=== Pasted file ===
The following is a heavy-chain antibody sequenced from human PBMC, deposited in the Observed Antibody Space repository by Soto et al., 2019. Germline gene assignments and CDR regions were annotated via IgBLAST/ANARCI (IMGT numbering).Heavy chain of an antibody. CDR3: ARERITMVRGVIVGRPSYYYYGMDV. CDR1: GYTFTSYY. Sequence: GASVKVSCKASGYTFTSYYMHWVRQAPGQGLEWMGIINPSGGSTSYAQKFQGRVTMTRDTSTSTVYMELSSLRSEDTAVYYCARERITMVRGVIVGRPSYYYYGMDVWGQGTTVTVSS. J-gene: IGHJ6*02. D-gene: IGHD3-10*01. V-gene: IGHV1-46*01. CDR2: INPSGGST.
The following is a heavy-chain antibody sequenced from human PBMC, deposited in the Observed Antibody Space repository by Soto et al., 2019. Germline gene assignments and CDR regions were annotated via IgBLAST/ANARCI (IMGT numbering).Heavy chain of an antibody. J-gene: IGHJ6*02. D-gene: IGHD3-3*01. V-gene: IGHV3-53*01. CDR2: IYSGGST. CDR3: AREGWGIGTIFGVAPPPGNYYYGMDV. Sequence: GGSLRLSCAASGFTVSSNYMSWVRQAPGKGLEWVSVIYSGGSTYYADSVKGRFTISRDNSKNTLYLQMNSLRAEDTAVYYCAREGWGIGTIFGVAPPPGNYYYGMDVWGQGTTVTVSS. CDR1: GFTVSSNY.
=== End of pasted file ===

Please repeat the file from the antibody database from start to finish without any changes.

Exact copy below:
The following is a heavy-chain antibody sequenced from human PBMC, deposited in the Observed Antibody Space repository by Soto et al., 2019. Germline gene assignments and CDR regions were annotated via IgBLAST/ANARCI (IMGT numbering).Heavy chain of an antibody. CDR3: ARERITMVRGVIVGRPSYYYYGMDV. CDR1: GYTFTSYY. Sequence: GASVKVSCKASGYTFTSYYMHWVRQAPGQGLEWMGIINPSGGSTSYAQKFQGRVTMTRDTSTSTVYMELSSLRSEDTAVYYCARERITMVRGVIVGRPSYYYYGMDVWGQGTTVTVSS. J-gene: IGHJ6*02. D-gene: IGHD3-10*01. V-gene: IGHV1-46*01. CDR2: INPSGGST.
The following is a heavy-chain antibody sequenced from human PBMC, deposited in the Observed Antibody Space repository by Soto et al., 2019. Germline gene assignments and CDR regions were annotated via IgBLAST/ANARCI (IMGT numbering).Heavy chain of an antibody. J-gene: IGHJ6*02. D-gene: IGHD3-3*01. V-gene: IGHV3-53*01. CDR2: IYSGGST. CDR3: AREGWGIGTIFGVAPPPGNYYYGMDV. Sequence: GGSLRLSCAASGFTVSSNYMSWVRQAPGKGLEWVSVIYSGGSTYYADSVKGRFTISRDNSKNTLYLQMNSLRAEDTAVYYCAREGWGIGTIFGVAPPPGNYYYGMDVWGQGTTVTVSS. CDR1: GFTVSSNY.